In the final moments before his death, Moshe climbed Mount Nevo. From that position, G-d miraculously showed him the entirety of the Holy Land. “Moshe ascended from the plains of Moav to Mount Nevo, to the summit of the cliff that faces Jericho and G-d showed him the entire land… And G-d said to him, ‘This is the land I swore to Avraham, Yitzchak and Yaakov…I have let you see it with your own eyes, but you shall not cross over to there.'” (Devarim/Deuteronomy 34:1,4) Rashi and other commentaries note the Moshe not only saw the whole of the geography, but also prophetically saw scenes of the entirety of Jewish history in the land, its prosperity and oppression under future conquerors.
The Torah’s narrative implies that Moshe’s climbing Mount Nevo aided in his viewing of the land, but if miracles and prophecy were employed, could this not have all occurred on the plains? Why was the elevation to the summit necessary?
Michtav Me’Eliyahu (collected writings and discourses of Rabbi Eliyahu Dessler (1891-1954) of London and B’nai Brak, one of the outstanding personalities and thinkers of the Mussar movement) explains that the ultimate understanding of nature is the appreciation that nature is simply another facet of G-d’s creation. In truth, there is no division between “miracles” and “nature”, but “nature” is simply the category of miracles to which we are privy on a regular, daily basis. The ultimate appreciation of all of creation being truly miraculous was exhibited by Rabbi Chanina ben Dosa (Tractate Ta’anis 25a) who, late Friday afternoon consoled his daughter who accidentally bought vinegar instead of oil for the Shabbos lamps. “He who commanded oil to burn will command vinegar to burn,” and it did, throughout the entire Shabbos. There was no need for G-d to provide him with oil, because, for Rabbi Chanina, the burning of oil was no less wondrous.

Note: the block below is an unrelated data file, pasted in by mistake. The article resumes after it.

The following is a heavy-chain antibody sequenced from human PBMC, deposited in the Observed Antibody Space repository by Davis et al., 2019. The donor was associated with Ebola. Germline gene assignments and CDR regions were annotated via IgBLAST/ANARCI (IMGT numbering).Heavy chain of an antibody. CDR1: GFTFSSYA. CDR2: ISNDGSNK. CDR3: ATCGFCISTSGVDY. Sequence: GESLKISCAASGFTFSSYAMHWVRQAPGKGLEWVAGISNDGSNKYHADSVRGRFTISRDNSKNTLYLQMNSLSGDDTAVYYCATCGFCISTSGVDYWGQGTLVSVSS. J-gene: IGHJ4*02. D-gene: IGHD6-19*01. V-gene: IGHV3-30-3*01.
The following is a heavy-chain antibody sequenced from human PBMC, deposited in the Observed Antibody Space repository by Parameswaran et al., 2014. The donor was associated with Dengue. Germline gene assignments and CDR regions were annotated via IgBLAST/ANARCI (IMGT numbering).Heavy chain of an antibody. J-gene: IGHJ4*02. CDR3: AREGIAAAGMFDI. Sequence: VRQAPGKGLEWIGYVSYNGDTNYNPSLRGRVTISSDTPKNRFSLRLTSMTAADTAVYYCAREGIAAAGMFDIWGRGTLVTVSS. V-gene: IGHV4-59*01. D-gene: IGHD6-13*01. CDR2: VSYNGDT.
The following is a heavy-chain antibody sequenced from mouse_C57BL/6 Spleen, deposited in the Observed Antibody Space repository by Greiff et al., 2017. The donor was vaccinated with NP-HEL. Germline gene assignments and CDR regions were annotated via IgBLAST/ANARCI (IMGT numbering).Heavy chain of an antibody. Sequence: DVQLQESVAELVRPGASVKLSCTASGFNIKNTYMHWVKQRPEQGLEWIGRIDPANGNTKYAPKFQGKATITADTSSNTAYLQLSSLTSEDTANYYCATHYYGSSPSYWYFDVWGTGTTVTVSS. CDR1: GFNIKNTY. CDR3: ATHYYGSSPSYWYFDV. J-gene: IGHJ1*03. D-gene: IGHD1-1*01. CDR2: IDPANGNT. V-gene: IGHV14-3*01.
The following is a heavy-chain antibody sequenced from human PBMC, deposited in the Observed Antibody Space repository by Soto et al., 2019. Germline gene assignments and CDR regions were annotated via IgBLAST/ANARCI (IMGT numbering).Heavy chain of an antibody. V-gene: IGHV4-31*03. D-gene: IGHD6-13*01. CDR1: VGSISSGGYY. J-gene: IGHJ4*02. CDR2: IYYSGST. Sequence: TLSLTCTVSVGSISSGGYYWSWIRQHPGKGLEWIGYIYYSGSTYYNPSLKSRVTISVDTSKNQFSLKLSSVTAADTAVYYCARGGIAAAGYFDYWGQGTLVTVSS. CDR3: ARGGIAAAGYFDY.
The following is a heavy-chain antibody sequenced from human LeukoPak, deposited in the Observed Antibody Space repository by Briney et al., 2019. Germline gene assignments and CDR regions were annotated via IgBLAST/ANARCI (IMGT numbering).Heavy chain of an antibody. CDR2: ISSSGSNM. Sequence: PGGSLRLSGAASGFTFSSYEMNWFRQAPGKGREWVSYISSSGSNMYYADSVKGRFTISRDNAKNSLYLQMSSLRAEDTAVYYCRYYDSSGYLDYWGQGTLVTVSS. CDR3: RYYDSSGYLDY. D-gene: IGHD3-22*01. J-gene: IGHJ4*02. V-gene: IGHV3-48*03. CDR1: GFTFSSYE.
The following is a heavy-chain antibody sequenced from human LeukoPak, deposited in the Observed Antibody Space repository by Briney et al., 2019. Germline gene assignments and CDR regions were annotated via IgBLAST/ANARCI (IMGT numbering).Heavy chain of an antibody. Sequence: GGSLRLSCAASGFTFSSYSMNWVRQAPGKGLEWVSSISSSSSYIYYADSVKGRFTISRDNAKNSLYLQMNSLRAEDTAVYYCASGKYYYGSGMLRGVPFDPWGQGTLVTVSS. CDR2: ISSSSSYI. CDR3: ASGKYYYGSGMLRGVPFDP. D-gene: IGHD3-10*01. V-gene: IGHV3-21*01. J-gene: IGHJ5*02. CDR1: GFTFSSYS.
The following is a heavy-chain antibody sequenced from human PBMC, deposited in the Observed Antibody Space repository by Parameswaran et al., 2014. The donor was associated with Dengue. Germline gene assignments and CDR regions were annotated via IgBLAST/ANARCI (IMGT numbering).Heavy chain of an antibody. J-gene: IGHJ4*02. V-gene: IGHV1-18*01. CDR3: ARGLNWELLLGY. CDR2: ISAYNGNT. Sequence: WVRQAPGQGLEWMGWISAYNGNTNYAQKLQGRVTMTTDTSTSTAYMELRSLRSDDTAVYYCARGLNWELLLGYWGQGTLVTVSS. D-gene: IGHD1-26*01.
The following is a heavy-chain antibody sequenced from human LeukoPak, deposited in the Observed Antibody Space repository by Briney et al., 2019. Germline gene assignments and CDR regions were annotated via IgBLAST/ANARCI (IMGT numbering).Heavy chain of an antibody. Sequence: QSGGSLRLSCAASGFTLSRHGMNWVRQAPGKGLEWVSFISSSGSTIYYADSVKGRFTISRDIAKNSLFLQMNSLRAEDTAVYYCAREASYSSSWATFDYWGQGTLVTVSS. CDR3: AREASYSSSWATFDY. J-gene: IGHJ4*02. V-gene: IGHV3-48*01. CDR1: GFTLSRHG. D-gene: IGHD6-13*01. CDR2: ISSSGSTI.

But, Rabbi Dessler continues, most of the great leaders in Jewish history desired to remove the blatant nature of the miracles they experienced or performed for fear that being allowed to perform open miracles would foster a sense of haughtiness. Thus, miracles performed by the prophet Elisha (Melachim/Kings 2 4) were performed in “natural” circumstances. He first helped the debt-ridden widow of the prophet Ovadiah, pouring from her one jug of oil to “fill” the countless pots and vessels she borrowed with oil for her to sell to pay her creditors. He later resuscitated the dead son a wealthy Shunamite woman by lying on him, eyes to eyes, mouth to mouth, palm to palm, and praying, after which the boy came back to life. While these feats are still obviously miraculous, the “efforts” surrounding them dulled the glaring nature of G-d’s gift. Even G-d Himself utilized this practice. It was logically impossible to fit two of every animal species in the world (and fourteen of each Kosher animal) AND the food necessary to sustain them for a whole year onto an ark 525 feet long, 87 feet wide and 52 feet high, yet G-d had Noach build one…and they fit! Why bother with an ark at all? To minimize the spectacle of the miracle. Even Rabbi Chanina’s miracle had its root in nature, in that the flame had a fuel and did not burn from nothing. So, too, concludes the Michtav Me’Eliyahu, Moshe climbed the mount for G-d to give him the visual tour of the land and history beyond his reach. Even Moshe, whom the Torah calls the greatest prophet of the Jewish people and the most humble person in the history of the world, was concerned for the impact of an open miracle on his humility.
Autumn marks the entry to the darker, colder days of winter. But autumn is not only a time of harvest; it is also a time to plant that that will bloom in the coming spring. We know that the physical realm is really a reflection of the spiritual. With Simchas Torah we culminate the sowing of these last thirteen weeks. The Three Weeks, Tisha B’Av, the four weeks of Elul, Rosh HaShanah, the ten days of return, Yom Kippur, Succos and Simchas Torah have been months invested with contemplation, invigoration and commitment to make this new cycle one of development and progress in our spiritual growth.
To be sure, there will be challenges to our resolve, times that are “dark and cold”. But we are secure with the confidence that G-d rewards human efforts with the daily gifts called “the course of nature” and these presents are forthcoming for our spiritual sustenance as well as our physical. We will have our successes – some “miraculous”, some “natural”. But come next spring, when Pesach brings the cycle of holidays that celebrate a new harvest of spiritual bounty, we will recall these days of planting and humbly rejoice in the Divine presents each day brings.
Good Shabbos and Good Yom Tov!
Copyright © 2002 by Rabbi Pinchas Avruch and Project Genesis, Inc.
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